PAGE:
Ash by Malinda Lo

October 7th, 2009

I’m so excited that Malinda Lo’s brilliant retelling of Cinderella, Ash, is finally in stores!

I was fortunate enough to be able to read a review copy of this book a long time ago, and couldn’t wait to be able to talk about it with you.

And now here it is!

Finally!

Publishers Weekly says Ash “should establish Malinda Lo as a gifted storyteller,” while Kirkus calls it “exquisite and pristine,” with “beautiful language, magically wrought.”

School Library Journal says “fans of romance, fantasy, and strong female protagonists will embrace this fine debut novel.”

I said when I blurbed it that Ash was “A rich and darkly moving tale I couldn’t put down. Malinda Lo is an exciting and welcome new voice in YA.”

But weirdly, now that the time has come for me to finally be able to talk about Ash, I find myself at a loss for words. Those of you who have read it will know what I mean. It’s just such a beautifully written book…like I said, so dark and complicated, you don’t really know what to say about it (or at least, I don’t).

So I was really happy to stumble upon Bookslut’s review of Ash, because it put into words what I find myself unable to.

So I’m reprinting some of what the review said (without Bookslut’s permission–naughty me! You can read the entire review here) with my comments. I stole the pictures from other websites all on my own. Go me!

From Bookslut:

Malinda Lo deserves a lot of credit for taking on Cinderella in her new book, Ash. Lo does not discard all of the tropes — fairy is here and so is romance — but Ash is a mature retelling of a classic and one that startles as much by its subtlety as it does with its hint of passion.

Young Aisling or “Ash” struggles mightily with the loss of her mother early in the story and is very nearly broken with incapacitating grief. Her father’s subsequent remarriage is a shock, as is his rapid illness and the dishonor (due to poorly managed finances) revealed by his death.

From a happy childhood in the country, Ash finds herself transported to a city home with a stepmother who feels duped by her husband’s lack of wealth and two stepsisters who lumber under the weight of finding necessary lucrative marriages.

Drawn repeatedly to her mother’s grave and the happy memories she represents, Ash finds herself walking the borderlands with faerie, a place she was taught to respect by a family friend and now hopes will show her the way to her lost parents.

While she is not suicidal in the conventional sense, Ash does want to end her miserable life and sees an escape into faerie as the way to accomplish that. She meets Sidhean who offers to take her away but not yet — he is waiting for something from her and she must be patient until he is satisfied, so she can leave her pain behind.

(Note from Meg: Instead of a fairy godmother, this story has a fairy godfather. He is called Sidhean and I have no idea how you pronounce that. But he is super sexy.)

This being a Cinderella retelling, there is of course a prince, a ball and a masquerade.

(Note from Meg: The prince is super sexy, too. He has a scar across his face. I love that!)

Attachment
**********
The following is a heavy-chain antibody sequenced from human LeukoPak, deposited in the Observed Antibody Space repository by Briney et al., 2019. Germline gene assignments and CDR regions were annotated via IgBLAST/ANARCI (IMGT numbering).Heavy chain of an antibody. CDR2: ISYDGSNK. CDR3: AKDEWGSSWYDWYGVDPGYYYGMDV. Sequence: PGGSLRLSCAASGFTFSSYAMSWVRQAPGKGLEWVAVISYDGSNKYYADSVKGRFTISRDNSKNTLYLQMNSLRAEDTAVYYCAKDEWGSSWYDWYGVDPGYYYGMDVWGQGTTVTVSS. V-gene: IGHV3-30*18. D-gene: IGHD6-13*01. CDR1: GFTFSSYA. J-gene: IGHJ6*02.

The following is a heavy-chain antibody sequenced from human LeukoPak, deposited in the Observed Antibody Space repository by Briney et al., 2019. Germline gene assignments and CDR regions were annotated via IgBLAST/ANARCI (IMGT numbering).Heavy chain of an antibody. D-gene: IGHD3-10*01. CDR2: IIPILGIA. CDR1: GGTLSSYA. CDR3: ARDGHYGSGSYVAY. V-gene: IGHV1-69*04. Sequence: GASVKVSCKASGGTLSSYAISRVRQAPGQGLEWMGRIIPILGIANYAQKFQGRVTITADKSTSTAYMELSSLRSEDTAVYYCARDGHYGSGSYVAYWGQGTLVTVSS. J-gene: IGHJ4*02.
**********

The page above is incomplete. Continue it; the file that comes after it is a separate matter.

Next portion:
The step sisters are preening ninnies–

(Note from Meg: Actually I disagree with this, I found that one of the stepsisters turned out to be kind of nice, at least in the version I read, but maybe that changed prior to publication. Or possibly I am just an idiot.)

–the stepmother an uncompromising harridan, and magic makes a romantic moment possible.

But this is also Lo’s version of Cinderella, and so there is a heavy bargain made for that magic and Sidhean is no sweet-faced fairy godmother.

(Note from Meg: Heh. This is a major understatement. Sexy!)

The struggle here is with grief and finding a reason to live. While love can certainly light a spark, it cannot save you, not when you are filled with this much despair.

This is what the typical Cinderella stories miss — that it was a tale full of sorrow and not about being noticed in a pretty gown. How do you go on when everyone and everything you ever loved is taken from you? Is it reasonable to expect Ash to be excited about a prince she has never even exchanged a word with? Her stepsister Ana sees him as a financial solution to her woes (money and prestige will fix everything).

This would be the Gossip Girls solution to life in the 21st century. But Ash must find a way to simply bear living without her family and it is that pain which makes faerie — even with the harsh price paid to gain entrance there – so appealing.

Happily ever after is so much more complicated than the princess stories would have us believe. Lo knows this, and she makes sure that her readers know it as well.

Ash is a very subtle tale of grief and longing that requires a quiet read; it is not about hot passion so much as a cool appraisal of life’s tragedies and decisions to survive. There is a happily ever after here, but it is found in Ash’s decision to live and love and find happiness. That she makes unconventional choices will just endear her even more to her readers and elevates Ash high above the standard fare.

Read this one as the leaves fall and the weather changes; it is a perfect autumn tale that will haunt you long after the last page is turned.

I couldn’t have put it better myself (which is why I re-posted it here).

There’s a twist to Ash that it isn’t revealed here. I’ll leave it to you readers to discover it as you read, because it’s much better if you don’t know.

Enjoy.

More later.

Much love,

Meg